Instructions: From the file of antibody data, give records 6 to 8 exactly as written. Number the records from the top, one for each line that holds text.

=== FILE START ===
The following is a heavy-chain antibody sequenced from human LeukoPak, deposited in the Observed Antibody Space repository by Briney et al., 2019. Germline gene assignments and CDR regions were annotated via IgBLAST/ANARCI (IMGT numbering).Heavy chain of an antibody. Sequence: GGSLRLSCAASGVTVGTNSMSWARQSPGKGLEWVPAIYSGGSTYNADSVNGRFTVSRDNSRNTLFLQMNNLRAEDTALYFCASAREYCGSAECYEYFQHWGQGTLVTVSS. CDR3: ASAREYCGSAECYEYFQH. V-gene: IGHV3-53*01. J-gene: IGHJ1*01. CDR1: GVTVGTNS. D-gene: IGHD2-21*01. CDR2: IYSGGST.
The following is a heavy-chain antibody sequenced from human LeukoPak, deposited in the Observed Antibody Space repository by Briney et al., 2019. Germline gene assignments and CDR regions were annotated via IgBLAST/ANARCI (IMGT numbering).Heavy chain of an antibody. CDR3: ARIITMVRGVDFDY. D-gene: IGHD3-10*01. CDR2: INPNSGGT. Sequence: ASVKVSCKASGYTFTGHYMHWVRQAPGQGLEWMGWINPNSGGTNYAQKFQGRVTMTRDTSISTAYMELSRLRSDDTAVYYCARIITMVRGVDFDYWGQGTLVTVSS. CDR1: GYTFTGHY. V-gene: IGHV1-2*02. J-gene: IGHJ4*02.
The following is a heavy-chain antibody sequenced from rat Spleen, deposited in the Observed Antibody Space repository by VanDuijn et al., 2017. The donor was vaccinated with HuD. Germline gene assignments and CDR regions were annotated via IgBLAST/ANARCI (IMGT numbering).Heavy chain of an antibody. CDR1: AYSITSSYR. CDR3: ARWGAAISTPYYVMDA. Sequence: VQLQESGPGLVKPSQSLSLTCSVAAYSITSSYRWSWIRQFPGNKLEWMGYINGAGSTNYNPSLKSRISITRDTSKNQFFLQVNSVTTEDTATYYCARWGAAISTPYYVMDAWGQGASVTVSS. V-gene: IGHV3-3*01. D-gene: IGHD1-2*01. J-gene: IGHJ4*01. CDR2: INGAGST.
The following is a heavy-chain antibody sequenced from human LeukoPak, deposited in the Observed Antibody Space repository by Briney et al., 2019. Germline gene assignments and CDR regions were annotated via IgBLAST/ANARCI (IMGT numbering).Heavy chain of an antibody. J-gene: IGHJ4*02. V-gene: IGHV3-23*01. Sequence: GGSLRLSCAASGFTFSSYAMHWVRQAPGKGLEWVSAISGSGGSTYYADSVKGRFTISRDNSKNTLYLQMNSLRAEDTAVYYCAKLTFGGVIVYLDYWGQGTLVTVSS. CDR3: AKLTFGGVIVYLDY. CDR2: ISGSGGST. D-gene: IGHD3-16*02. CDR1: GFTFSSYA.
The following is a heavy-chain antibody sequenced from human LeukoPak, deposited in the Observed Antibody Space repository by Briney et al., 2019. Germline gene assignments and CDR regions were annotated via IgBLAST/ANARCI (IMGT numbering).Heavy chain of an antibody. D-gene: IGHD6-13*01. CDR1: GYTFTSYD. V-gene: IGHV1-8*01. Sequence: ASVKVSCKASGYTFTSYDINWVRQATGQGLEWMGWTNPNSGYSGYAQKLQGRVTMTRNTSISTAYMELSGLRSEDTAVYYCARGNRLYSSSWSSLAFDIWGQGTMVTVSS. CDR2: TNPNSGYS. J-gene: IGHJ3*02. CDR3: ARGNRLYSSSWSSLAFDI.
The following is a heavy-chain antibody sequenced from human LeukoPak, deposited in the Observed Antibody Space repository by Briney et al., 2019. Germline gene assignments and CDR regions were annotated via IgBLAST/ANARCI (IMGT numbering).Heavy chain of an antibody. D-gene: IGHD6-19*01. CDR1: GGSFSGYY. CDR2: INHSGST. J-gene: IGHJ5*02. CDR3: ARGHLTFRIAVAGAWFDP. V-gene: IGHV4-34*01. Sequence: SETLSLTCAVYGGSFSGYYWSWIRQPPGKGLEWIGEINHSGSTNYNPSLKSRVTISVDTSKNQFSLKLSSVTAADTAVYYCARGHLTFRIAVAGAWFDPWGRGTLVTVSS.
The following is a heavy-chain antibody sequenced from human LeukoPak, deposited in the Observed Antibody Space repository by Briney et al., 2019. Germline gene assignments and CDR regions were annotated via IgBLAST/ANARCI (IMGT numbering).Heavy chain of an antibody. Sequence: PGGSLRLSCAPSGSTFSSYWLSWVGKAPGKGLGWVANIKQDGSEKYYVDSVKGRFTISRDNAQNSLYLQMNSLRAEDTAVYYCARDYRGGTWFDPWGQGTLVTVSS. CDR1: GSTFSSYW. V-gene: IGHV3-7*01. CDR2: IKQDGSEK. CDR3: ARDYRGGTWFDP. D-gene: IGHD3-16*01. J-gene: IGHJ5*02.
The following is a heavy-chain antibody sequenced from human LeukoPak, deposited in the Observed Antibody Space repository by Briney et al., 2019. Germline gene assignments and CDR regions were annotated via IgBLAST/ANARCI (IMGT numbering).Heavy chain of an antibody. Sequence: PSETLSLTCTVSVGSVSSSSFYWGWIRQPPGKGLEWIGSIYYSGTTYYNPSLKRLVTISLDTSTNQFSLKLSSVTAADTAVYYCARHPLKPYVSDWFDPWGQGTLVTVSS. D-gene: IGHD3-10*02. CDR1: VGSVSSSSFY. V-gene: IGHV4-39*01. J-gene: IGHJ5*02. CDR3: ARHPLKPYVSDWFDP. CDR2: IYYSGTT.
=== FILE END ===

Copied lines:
The following is a heavy-chain antibody sequenced from human LeukoPak, deposited in the Observed Antibody Space repository by Briney et al., 2019. Germline gene assignments and CDR regions were annotated via IgBLAST/ANARCI (IMGT numbering).Heavy chain of an antibody. D-gene: IGHD6-19*01. CDR1: GGSFSGYY. CDR2: INHSGST. J-gene: IGHJ5*02. CDR3: ARGHLTFRIAVAGAWFDP. V-gene: IGHV4-34*01. Sequence: SETLSLTCAVYGGSFSGYYWSWIRQPPGKGLEWIGEINHSGSTNYNPSLKSRVTISVDTSKNQFSLKLSSVTAADTAVYYCARGHLTFRIAVAGAWFDPWGRGTLVTVSS.
The following is a heavy-chain antibody sequenced from human LeukoPak, deposited in the Observed Antibody Space repository by Briney et al., 2019. Germline gene assignments and CDR regions were annotated via IgBLAST/ANARCI (IMGT numbering).Heavy chain of an antibody. Sequence: PGGSLRLSCAPSGSTFSSYWLSWVGKAPGKGLGWVANIKQDGSEKYYVDSVKGRFTISRDNAQNSLYLQMNSLRAEDTAVYYCARDYRGGTWFDPWGQGTLVTVSS. CDR1: GSTFSSYW. V-gene: IGHV3-7*01. CDR2: IKQDGSEK. CDR3: ARDYRGGTWFDP. D-gene: IGHD3-16*01. J-gene: IGHJ5*02.
The following is a heavy-chain antibody sequenced from human LeukoPak, deposited in the Observed Antibody Space repository by Briney et al., 2019. Germline gene assignments and CDR regions were annotated via IgBLAST/ANARCI (IMGT numbering).Heavy chain of an antibody. Sequence: PSETLSLTCTVSVGSVSSSSFYWGWIRQPPGKGLEWIGSIYYSGTTYYNPSLKRLVTISLDTSTNQFSLKLSSVTAADTAVYYCARHPLKPYVSDWFDPWGQGTLVTVSS. D-gene: IGHD3-10*02. CDR1: VGSVSSSSFY. V-gene: IGHV4-39*01. J-gene: IGHJ5*02. CDR3: ARHPLKPYVSDWFDP. CDR2: IYYSGTT.